Friday, December 27, 2013

Beatrice Fung Oye

Beatrice Fung Oye was born Beatrice Elaine Moore in Port Huron, Michigan, on January 2, 1921. Her full name was found in the newspaper, The World Herald, and in a Chinese Exclusion Act case file, at the National Archives and Records Administration branch in New York, which also had her birth information.

In the 1930 U.S. Federal Census, she was the oldest of two children born to Louis and Evelyn, both Californians of Chinese descent; her brother was born in California, too. Beatrice’s father was a restaurant waiter. The family resided in Brooklyn, New York, at 343 East 3rd Street.

Beatrice’s singing talent was recognized and heard on the radio. Below is a photo of her from the Brooklyn Daily Eagle, April 21, 1932.

Brooklyn Daily Eagle
January 8, 1933

Brooklyn Daily Eagle
May 5, 1933

In the 1940 census, Beatrice was the oldest of three children. Her home remained in Brooklyn but at a different address, 861 East 12th Street.

ABMAC Bulletin, August 1940, reported the Chinese performances at the New York World’s Fair, “Special Programs Offered at Pavilion”.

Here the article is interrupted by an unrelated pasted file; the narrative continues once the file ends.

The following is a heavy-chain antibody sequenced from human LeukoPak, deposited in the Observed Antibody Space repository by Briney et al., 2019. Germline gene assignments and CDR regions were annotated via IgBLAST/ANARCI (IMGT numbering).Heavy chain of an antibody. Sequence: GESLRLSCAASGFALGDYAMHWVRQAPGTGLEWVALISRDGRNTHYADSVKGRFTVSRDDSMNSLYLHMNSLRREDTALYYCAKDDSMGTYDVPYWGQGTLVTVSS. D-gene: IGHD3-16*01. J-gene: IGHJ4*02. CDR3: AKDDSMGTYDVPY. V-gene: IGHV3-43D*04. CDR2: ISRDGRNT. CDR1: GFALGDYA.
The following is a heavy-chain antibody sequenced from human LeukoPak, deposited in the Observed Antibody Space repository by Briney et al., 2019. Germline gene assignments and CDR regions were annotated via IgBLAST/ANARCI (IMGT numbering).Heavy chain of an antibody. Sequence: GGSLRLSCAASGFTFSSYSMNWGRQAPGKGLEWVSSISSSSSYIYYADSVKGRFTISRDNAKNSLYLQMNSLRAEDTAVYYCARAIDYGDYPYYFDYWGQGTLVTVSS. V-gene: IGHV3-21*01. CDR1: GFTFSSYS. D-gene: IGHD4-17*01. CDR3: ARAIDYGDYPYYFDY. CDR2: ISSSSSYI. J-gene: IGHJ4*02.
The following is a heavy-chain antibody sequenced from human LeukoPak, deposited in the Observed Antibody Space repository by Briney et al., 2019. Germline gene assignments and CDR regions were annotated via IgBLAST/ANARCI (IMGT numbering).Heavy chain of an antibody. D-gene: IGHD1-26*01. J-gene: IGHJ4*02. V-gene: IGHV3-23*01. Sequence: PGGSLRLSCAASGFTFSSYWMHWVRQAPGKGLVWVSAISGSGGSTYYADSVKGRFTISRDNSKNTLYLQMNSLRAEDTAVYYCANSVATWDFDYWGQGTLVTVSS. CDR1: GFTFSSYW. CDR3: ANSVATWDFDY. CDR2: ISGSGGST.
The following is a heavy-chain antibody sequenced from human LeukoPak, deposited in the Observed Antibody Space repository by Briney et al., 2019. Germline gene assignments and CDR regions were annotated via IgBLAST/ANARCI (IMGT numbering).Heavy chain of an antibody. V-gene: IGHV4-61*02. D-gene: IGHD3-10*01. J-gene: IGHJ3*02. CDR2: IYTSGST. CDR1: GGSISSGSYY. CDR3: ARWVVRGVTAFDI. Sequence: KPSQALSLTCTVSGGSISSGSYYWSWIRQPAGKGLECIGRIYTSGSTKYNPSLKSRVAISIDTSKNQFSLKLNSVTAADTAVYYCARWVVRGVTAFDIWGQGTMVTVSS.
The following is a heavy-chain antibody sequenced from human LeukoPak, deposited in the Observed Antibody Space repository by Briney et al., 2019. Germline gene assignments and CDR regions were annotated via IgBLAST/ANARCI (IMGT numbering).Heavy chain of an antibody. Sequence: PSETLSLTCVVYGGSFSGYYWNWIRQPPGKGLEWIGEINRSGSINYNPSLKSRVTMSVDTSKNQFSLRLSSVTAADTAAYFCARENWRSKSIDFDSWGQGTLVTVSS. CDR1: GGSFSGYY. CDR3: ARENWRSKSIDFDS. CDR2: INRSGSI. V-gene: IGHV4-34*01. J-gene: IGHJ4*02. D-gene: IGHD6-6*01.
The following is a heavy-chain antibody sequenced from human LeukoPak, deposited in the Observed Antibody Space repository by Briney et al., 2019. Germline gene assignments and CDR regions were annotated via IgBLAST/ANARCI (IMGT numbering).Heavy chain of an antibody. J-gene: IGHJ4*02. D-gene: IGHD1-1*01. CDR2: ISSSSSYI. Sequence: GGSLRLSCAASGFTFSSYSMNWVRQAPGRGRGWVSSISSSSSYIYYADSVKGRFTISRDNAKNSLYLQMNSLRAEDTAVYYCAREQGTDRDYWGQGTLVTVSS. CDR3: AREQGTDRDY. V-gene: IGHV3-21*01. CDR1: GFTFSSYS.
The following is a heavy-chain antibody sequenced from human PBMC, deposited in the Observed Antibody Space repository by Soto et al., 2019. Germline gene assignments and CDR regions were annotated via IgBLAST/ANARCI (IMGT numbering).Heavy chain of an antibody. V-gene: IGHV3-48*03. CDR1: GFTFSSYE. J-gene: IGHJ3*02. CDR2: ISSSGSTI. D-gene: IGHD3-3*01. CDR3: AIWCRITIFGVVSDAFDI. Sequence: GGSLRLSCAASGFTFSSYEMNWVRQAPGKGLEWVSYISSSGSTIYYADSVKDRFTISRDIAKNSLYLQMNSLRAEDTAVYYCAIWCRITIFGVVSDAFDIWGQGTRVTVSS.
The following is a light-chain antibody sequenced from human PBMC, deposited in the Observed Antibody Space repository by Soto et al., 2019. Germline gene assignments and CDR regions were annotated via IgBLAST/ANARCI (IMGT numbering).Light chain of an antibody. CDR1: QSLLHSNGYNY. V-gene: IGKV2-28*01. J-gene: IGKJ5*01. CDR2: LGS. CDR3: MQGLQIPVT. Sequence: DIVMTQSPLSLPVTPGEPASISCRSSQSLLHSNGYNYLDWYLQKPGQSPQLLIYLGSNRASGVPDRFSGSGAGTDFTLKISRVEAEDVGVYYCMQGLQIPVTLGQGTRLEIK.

Miss Li Ling-Ai, who planned the entertainment of special programs every Saturday afternoon in the afternoon. During the August “dog days” these hours may be shifted, for the comfort of actors and spectators alike, so watch the Official World’s Fair Program in the newspapers if you plan to attend any performance. On July 13, Miss Fung-Oye, who sang for us at the dedication day ceremonies, was the featured player, with Chin Wan, the juggler, to close the program. On July 20, Miss Li presented her own interpretations of traditional dances and sang Chinese folk songs, and Miss Jean McNally, an  American student of the Chinese theater, gave a dramatic excerpt from the old Chinese play, “Circle of Chalk”. Mr. Donald Somers, announcer for the Fountain Spectacle at the Lagoon of Nations, on July 27th contributed a very spirited “one man” version of the playlet, “The Goose-berry Mandarin”, which we hope he can be persuaded to repeat another afternoon. Prof. Chin, whose spectacular tricks are so popular with visitors that they have become a daily feature, repeated hourly, gave his show on all of these afternoons. 

U.S. Department of Justice
Immigration Service
New York, New York
November 26, 1940
Beatrice’s Form 430 application for travel to Montreal.

The Knickerbocker News (Albany, New York), July 16, 1941, profiled Beatrice (transcribed below). It mentioned George Jessel hired her for “Little Old New York,” which was a huge entertainment village at the 1939 New York World’s Fair.

Proud beauty of love is what you’re saying in Chinese when you address Miss Fung Oye, only Oriental blues singer “this side of California.” With her in Albany, while she appeared at the Chinese Relief Festival, was her mother, Mrs. Louis Moore.
Chinese Thrush ‘Gives Out’ with “Brooklynese Blues’
When you meet Miss Fung Oye, 18-year-old Chinese blues singer (!), you instantly suppose she can do contralto wonders alongside the exotic tones of an Oriental flute.